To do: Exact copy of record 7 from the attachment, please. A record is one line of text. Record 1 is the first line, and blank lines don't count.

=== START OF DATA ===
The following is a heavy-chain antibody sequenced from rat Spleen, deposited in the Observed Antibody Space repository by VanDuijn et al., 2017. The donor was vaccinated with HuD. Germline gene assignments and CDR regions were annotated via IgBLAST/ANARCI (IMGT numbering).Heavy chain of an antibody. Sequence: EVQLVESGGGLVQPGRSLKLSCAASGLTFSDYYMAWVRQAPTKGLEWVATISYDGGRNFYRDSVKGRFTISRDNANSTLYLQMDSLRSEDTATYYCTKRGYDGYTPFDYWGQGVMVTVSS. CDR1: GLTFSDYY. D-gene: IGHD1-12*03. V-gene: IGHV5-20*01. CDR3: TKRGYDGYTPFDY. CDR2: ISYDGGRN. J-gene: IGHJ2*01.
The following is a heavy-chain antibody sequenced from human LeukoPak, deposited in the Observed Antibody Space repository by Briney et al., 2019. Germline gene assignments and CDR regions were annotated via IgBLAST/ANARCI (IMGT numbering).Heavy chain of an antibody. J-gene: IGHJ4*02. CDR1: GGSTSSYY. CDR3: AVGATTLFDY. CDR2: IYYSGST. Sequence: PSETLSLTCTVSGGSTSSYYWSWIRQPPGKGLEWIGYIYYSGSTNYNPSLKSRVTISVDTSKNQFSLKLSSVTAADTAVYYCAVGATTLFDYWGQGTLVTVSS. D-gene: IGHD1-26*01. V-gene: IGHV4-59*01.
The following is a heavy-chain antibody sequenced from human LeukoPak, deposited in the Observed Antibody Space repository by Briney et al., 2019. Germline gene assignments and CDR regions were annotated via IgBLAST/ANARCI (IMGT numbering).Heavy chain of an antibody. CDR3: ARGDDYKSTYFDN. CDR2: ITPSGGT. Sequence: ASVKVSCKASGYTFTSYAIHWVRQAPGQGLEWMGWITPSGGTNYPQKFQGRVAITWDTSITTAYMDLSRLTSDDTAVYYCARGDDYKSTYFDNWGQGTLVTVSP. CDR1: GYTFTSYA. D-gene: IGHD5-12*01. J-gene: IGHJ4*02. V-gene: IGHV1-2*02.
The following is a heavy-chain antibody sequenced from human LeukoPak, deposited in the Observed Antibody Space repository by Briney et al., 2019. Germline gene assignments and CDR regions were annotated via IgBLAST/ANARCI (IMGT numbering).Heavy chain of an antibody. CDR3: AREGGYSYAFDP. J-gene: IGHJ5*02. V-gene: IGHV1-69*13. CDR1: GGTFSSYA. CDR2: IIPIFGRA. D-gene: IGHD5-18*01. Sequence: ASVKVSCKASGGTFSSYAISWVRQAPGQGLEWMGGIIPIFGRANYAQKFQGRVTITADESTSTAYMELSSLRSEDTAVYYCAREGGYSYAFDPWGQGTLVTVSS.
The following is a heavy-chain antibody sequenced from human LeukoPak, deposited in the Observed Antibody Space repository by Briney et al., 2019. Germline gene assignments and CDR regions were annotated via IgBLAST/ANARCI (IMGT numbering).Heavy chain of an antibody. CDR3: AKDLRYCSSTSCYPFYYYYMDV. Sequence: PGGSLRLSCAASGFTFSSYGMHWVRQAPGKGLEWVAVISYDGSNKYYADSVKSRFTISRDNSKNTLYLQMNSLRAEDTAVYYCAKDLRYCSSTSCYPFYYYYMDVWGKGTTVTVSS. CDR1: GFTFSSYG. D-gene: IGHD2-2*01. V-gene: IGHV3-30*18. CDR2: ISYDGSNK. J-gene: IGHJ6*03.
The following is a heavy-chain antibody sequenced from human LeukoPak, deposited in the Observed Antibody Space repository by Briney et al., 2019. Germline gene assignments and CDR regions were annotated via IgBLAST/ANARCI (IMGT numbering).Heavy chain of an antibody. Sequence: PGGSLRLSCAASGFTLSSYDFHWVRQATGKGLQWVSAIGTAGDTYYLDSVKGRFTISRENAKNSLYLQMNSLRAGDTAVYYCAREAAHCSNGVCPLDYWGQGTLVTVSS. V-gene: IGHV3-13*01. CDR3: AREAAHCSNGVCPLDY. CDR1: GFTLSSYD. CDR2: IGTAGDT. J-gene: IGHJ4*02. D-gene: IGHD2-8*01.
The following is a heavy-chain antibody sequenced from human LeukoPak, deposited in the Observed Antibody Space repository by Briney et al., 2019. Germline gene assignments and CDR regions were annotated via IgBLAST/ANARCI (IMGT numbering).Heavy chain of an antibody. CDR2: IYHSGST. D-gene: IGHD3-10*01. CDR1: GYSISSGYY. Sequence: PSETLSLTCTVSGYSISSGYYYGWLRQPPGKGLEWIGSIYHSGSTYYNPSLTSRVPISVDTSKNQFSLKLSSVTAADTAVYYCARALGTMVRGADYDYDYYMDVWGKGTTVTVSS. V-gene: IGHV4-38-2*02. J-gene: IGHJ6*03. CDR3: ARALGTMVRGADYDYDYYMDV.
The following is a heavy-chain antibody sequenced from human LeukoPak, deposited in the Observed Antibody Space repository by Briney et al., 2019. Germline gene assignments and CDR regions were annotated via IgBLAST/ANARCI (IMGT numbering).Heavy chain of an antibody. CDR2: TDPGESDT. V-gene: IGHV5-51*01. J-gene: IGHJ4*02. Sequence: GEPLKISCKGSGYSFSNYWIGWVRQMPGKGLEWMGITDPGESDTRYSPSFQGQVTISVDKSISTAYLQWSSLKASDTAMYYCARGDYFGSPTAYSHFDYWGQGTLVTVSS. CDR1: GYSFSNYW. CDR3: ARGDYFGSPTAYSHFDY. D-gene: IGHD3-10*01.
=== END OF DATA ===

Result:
The following is a heavy-chain antibody sequenced from human LeukoPak, deposited in the Observed Antibody Space repository by Briney et al., 2019. Germline gene assignments and CDR regions were annotated via IgBLAST/ANARCI (IMGT numbering).Heavy chain of an antibody. CDR2: IYHSGST. D-gene: IGHD3-10*01. CDR1: GYSISSGYY. Sequence: PSETLSLTCTVSGYSISSGYYYGWLRQPPGKGLEWIGSIYHSGSTYYNPSLTSRVPISVDTSKNQFSLKLSSVTAADTAVYYCARALGTMVRGADYDYDYYMDVWGKGTTVTVSS. V-gene: IGHV4-38-2*02. J-gene: IGHJ6*03. CDR3: ARALGTMVRGADYDYDYYMDV.